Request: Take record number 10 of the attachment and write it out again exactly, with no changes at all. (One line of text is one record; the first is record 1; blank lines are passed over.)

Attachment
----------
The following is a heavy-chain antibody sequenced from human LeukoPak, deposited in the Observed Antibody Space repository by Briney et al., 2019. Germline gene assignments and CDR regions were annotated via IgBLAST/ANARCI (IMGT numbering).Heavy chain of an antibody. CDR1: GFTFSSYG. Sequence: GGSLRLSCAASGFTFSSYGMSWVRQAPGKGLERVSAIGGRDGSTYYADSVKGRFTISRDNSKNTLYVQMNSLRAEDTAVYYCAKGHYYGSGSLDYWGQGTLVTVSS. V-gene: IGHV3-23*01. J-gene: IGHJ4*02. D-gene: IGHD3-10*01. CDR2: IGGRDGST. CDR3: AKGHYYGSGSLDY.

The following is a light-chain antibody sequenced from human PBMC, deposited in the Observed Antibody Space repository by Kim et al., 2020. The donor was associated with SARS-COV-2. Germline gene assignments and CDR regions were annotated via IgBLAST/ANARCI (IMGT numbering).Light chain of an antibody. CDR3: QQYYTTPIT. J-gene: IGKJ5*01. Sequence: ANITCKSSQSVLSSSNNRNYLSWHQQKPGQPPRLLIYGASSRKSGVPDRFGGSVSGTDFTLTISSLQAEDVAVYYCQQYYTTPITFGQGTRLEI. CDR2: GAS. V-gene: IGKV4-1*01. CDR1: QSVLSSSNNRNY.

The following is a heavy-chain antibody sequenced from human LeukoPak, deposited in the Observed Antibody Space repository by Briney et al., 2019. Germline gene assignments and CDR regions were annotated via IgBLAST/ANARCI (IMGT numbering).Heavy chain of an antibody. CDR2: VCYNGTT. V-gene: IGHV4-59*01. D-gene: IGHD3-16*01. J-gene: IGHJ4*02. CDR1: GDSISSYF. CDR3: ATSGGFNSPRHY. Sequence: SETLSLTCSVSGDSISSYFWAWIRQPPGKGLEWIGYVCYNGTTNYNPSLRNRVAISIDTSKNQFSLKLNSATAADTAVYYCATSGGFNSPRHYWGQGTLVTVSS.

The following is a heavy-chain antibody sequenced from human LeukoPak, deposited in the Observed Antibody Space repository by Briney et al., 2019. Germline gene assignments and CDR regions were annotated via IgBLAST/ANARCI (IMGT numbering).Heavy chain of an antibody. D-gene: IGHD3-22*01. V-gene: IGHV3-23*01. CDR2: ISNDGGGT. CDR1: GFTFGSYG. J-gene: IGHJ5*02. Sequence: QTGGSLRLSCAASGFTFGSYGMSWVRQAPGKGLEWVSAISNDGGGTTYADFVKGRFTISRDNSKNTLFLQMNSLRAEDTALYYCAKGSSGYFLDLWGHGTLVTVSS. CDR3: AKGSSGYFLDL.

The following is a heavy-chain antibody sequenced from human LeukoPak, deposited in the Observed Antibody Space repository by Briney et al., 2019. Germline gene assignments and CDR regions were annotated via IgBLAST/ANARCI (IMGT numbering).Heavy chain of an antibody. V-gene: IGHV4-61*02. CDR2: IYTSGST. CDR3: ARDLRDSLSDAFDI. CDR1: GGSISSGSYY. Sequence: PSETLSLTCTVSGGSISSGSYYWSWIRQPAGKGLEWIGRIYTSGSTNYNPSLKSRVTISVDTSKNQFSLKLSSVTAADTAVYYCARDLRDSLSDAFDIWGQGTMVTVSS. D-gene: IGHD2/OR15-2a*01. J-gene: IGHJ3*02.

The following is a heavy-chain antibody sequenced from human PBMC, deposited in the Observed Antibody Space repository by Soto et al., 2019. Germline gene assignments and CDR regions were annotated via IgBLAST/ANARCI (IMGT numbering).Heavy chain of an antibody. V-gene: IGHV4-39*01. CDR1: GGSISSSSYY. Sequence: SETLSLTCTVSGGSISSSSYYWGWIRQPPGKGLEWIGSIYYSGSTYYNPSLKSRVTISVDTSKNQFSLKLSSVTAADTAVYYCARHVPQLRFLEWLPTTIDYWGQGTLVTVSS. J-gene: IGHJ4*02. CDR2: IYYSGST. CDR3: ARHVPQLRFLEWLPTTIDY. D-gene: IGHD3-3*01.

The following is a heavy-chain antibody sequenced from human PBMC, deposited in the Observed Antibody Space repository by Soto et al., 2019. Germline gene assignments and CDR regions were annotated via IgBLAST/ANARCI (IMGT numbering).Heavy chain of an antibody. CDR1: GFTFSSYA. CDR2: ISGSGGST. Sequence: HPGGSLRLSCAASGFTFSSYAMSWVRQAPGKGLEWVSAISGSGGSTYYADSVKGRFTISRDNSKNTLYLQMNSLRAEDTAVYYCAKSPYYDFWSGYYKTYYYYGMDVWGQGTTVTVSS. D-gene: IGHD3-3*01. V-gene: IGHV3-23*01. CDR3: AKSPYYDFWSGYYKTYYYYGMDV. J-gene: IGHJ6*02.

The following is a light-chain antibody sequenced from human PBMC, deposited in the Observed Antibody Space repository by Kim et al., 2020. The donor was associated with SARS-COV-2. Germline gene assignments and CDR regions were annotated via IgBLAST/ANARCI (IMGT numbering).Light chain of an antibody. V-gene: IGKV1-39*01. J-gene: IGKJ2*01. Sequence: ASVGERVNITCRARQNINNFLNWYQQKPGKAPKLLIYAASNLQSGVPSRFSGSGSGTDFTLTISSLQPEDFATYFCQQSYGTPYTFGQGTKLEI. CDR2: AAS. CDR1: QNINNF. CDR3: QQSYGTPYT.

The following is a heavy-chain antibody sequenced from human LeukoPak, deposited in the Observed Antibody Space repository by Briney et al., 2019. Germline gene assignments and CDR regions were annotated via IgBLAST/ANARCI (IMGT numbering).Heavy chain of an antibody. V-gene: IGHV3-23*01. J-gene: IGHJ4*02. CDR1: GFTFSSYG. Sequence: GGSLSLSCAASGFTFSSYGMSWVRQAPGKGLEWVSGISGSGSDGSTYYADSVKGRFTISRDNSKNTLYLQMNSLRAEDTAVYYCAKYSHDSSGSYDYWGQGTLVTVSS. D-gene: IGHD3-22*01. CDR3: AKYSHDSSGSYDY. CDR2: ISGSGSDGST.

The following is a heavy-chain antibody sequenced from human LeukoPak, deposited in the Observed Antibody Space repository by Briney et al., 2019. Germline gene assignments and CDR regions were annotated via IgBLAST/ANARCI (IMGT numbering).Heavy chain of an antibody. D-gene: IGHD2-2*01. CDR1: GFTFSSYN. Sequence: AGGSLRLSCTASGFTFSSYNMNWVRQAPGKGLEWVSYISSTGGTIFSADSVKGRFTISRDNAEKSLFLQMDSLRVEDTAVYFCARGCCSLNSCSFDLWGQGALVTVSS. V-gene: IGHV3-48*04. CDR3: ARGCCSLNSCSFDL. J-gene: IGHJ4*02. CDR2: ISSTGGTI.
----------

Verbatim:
The following is a heavy-chain antibody sequenced from human LeukoPak, deposited in the Observed Antibody Space repository by Briney et al., 2019. Germline gene assignments and CDR regions were annotated via IgBLAST/ANARCI (IMGT numbering).Heavy chain of an antibody. D-gene: IGHD2-2*01. CDR1: GFTFSSYN. Sequence: AGGSLRLSCTASGFTFSSYNMNWVRQAPGKGLEWVSYISSTGGTIFSADSVKGRFTISRDNAEKSLFLQMDSLRVEDTAVYFCARGCCSLNSCSFDLWGQGALVTVSS. V-gene: IGHV3-48*04. CDR3: ARGCCSLNSCSFDL. J-gene: IGHJ4*02. CDR2: ISSTGGTI.